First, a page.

An Egypt Air flight was the first to land on the desert tarmac in the southern Gaza Strip, arriving at 8:30 a.m. to the cheers of dozens of Palestinian dignitaries waiting on the ground.
But the emotional highlight was the touchdown of the first Palestinian Airlines plane, a Fokker 50. After landing, the pilot and co-pilot raised Palestinian flags high above their heads as they descended the stairway.
A crowd of thousands of Palestinians who had pushed their way onto the airfield to join the celebrations chanted "God is great."
"You are a beautiful sight," Palestinian leader Yasser Arafat later told the Palestinian crew in the VIP lounge, lavishly decorated with deep red Oriental carpets and wall mosaics.
Arafat walked from the lounge to the tarmac to greet each of the seven planes that landed.
"This is a preparation for the declaration of the Palestinian state," Arafat said, smiling broadly and flashing a victory sign.
On Wednesday, Arafat joined the list of passengers to use the new airport when he embarked on a flight to Paris.
Israel controls Palestinian airspace and has the authority to shut down the airfield at any time. It will monitor arriving passengers and cargo and can keep travelers or goods out if it considers them a danger to Israeli security. Disputes over security arrangements delayed the airport opening for more than two years.
The $75 million airport will provide a boost to the troubled Palestinian economy, permitting the export of Palestinian flowers and farm produce that had been shipped out via Israel, often with delays.
The airport also will make it easier for Palestinians to travel abroad. Until now, their only options were to get permission to enter Israel and fly out of Ben Gurion International airport near Tel Aviv or travel by land to Jordan and catch flights there.
Until a land route between the West Bank and Gaza opens next month, Palestinians living in the West Bank will still need a special permit to cross Israel to get to the airport.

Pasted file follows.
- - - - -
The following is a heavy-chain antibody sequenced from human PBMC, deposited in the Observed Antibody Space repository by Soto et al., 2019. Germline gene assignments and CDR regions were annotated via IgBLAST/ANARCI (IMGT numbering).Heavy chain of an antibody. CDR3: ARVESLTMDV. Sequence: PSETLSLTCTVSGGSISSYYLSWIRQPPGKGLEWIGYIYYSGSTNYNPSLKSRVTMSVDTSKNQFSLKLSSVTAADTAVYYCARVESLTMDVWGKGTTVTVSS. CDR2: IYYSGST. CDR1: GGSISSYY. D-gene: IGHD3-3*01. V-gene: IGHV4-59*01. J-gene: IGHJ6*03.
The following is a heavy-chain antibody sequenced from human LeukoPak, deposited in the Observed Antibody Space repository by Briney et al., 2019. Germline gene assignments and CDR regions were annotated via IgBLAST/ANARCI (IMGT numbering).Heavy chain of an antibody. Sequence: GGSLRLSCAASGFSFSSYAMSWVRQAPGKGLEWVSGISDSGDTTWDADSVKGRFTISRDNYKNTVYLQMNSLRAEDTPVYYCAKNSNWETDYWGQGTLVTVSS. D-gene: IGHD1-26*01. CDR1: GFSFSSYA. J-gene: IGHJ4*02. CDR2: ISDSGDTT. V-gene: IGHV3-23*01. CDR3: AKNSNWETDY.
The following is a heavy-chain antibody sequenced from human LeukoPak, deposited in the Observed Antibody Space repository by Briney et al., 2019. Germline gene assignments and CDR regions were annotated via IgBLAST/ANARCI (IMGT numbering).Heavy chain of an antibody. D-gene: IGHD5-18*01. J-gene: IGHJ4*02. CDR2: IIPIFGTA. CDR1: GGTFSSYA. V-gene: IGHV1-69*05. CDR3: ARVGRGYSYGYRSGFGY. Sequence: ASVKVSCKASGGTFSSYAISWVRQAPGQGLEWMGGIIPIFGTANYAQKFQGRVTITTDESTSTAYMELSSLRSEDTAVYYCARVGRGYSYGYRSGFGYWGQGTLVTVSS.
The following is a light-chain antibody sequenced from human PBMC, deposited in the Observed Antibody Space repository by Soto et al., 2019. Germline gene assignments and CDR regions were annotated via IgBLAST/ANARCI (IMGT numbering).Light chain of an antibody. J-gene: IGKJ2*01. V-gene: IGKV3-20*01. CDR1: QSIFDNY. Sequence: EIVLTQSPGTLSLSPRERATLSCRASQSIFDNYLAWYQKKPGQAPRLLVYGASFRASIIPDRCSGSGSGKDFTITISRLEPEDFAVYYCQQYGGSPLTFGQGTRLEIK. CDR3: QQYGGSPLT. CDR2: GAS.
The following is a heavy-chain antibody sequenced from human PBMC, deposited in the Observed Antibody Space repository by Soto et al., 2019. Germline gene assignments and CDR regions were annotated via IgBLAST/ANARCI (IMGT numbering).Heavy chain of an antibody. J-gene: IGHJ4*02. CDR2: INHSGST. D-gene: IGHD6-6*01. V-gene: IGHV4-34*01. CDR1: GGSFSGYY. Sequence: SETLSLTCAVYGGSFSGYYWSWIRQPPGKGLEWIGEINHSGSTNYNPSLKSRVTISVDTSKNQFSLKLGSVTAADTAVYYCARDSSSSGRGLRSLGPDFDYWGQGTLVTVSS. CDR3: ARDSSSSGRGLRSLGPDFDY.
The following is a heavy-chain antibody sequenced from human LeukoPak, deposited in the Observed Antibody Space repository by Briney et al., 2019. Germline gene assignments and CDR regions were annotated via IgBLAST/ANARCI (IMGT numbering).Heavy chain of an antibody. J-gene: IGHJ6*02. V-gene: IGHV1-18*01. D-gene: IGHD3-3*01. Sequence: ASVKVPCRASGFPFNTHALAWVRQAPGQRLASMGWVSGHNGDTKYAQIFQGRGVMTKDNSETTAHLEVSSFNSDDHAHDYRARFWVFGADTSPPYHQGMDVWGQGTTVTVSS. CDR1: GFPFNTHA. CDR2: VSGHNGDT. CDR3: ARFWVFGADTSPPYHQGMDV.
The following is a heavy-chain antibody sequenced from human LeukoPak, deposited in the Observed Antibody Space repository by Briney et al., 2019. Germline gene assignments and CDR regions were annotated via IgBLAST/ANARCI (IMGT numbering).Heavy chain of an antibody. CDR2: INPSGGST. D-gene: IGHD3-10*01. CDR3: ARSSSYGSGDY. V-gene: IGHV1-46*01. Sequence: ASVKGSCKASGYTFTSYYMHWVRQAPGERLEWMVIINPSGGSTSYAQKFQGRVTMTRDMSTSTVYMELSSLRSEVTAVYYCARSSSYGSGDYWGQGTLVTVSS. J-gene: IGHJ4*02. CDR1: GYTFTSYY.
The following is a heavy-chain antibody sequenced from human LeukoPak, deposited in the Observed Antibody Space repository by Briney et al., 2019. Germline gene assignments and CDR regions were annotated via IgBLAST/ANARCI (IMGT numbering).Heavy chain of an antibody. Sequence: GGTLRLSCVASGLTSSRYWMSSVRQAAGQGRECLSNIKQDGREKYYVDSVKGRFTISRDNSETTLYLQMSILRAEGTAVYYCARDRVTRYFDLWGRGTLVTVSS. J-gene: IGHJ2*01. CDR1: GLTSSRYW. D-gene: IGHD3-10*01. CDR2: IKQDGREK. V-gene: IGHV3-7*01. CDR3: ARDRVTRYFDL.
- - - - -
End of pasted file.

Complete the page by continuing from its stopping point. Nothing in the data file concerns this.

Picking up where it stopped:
Israel's government does not permit Israelis to use the Palestinian airport, citing security reasons. However, Israeli Foreign Minister Ariel Sharon said Tuesday that might change.
The opening of the airport was negotiated during last month's U.S.-sponsored Mideast summit near Washington. As part of the peace accord, Israel also withdrew troops in the northern West Bank last week and released 250 Palestinian prisoners.
Gaza International's Oriental style includes graceful arches and elaborate tiles imported from Morocco. The airport has one passenger terminal and a two-mile-long runway.
In the first weeks, airport operations will have to improvise. The control tower has no controls, the check-in counter has no computers, and the runway lacks floodlights.
Other gea such as X-ray machines and electromagnetic equipment were being inspected for safety standards, Israeli officials said.
Portable control equipment in a van guided Tuesday's flights. Passengers will be checked in at the Rafah border crossing a 10-minute bus ride away. Until the floodlights arrive, there will be no night flights.
Despite its shortcomings, many Palestinians consider the airport a big step toward independence.
"Now we will be able to travel without the Israeli procedures that we usually must go through," said student Khaled Salmeh, who plans to fly to Saudi Arabia next month for a pilgrimage to Mecca, Islam's holiest site.
Commercial flights are scheduled to begin operating from Gaza International next week.